By Evan Norris 12th Nov 2019 | 3,376 views
For the longest time, Street Fighter: The Movie, a video game based on a movie based on a video game, seemed to be the ultimate representation of intellectual property run amok. Now, that title might go to Jumanji: The Video Game, a video game based on a video game within a movie, itself a sequel to an earlier movie. It is an electronic ouroboros, consuming and giving birth to itself. It's also one of the weakest titles of the year—a tired, repetitive, strangely disjointed third-person action game saved from total failure only by decent shooting mechanics and support for four-player splitscreen.
Jumanji: The Video Game is based on the video game parts of the 2017 film Jumanji: Welcome to the Jungle, although it doesn't follow that movie's story arc, or any arc really. Where you'd expect an action-adventure experience focused on the narrative beats of the movie, you'll find instead four unassociated levels, each with the same mission—deliver a green gem to a statue and save the land of Jumanji. This is perhaps the game's weirdest design decision. It's not a traditional story mode with a beginning, middle, and end; it's four self-contained campaigns, each about 20 minutes long, which follow identical gameplay patterns only in different locales.
It ends up a counter-productive choice for developer Funsolve, because in the absence of any connective storyline or character progression the game relies almost strictly on its level designs, artificial intelligence, and momentary gameplay, all of which are deficient in some way.
While thematically diverse—Bizarre Bazaar is a dusty marketplace, for example, and Mountain Fortress a snowy mountain village—each level conforms to the same flat, uninspired template. There are very few changes in elevation or layout. Worse, each level follows an identical flow with straightforward objectives and minimal exploration. The game first deposits players in a maze-like entry area, where they must find four hardly-hidden Jumanji game pieces. Those pieces unlock the next stage, an open area where players power up an obelisk while fending off attackers. Once charged, the obelisk grants entry to a linear underground area filled with traps. Every level repeats this a few times until at last a path to the statue is revealed.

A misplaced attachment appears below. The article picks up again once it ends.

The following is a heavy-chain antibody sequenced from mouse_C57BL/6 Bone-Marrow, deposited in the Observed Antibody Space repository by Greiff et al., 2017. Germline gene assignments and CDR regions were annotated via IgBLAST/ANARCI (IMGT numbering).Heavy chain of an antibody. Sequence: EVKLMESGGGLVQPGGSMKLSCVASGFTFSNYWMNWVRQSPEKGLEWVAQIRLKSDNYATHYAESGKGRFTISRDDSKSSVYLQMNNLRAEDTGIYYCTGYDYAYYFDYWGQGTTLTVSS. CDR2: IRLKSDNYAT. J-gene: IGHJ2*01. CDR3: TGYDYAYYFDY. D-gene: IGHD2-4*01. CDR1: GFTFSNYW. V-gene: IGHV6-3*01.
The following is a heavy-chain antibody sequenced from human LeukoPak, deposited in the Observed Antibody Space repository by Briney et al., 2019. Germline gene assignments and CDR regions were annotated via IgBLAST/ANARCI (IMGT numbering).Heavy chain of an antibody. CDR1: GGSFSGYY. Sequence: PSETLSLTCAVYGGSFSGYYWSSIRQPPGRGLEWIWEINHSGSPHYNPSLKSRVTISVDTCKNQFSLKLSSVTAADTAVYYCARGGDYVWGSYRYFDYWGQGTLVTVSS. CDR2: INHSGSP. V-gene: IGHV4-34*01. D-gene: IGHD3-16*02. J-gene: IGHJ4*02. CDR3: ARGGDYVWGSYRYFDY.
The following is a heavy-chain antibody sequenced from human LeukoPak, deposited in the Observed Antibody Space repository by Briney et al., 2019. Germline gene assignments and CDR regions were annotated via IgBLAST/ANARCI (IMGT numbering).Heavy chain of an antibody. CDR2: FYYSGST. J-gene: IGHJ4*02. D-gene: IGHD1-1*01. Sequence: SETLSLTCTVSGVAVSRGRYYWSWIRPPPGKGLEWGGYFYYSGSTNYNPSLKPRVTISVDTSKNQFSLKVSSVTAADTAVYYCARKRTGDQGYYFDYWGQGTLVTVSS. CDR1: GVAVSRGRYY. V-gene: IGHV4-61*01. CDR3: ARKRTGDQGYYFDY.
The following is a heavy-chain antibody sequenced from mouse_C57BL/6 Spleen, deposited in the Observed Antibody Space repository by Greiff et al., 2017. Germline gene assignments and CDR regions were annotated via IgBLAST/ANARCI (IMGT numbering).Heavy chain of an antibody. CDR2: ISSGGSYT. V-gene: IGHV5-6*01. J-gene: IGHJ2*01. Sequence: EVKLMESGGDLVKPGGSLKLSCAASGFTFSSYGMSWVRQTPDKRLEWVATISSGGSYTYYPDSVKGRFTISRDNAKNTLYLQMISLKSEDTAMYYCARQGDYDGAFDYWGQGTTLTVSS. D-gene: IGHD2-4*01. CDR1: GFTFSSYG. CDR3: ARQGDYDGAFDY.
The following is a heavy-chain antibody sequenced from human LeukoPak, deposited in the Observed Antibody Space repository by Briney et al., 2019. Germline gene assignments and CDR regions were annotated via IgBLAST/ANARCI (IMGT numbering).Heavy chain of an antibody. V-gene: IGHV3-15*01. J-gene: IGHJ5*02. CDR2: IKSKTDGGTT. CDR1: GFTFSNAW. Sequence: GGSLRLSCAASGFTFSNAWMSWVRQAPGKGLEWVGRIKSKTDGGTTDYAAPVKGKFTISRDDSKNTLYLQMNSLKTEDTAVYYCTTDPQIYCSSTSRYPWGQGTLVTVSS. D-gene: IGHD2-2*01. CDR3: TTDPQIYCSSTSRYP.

This all makes for four repetitive, uninteresting, structurally-indistinguishable levels, every one with a lot of recycled fixtures and ideas. The combat scenarios therein are equally repetitive and forgettable, although elevated slightly by smooth and snappy third-person shooting. Jumanji: The Video Game has a host of imperfections, yes, but gunplay is at least serviceable.
Far less serviceable is the game's clunky melee combat and its AI enemies and teammates. When played with fewer than four real-life players, the game will pair you with computer-controlled teammates (unless you disable this feature), who are on the dim side, running at rampaging rhinos or lingering far behind the crowd. These CPU colleagues look like neurosurgeons, however, compared to the cannon fodder enemies who appear limited to only a handful of AI scripts, the most common being "run in a straight line at your target". In general the game provides only three enemy types, apart from the odd rhino, hippo, or bear: a melee berserker type, a cover-hugging marksman, and a lumbering heavy soldier.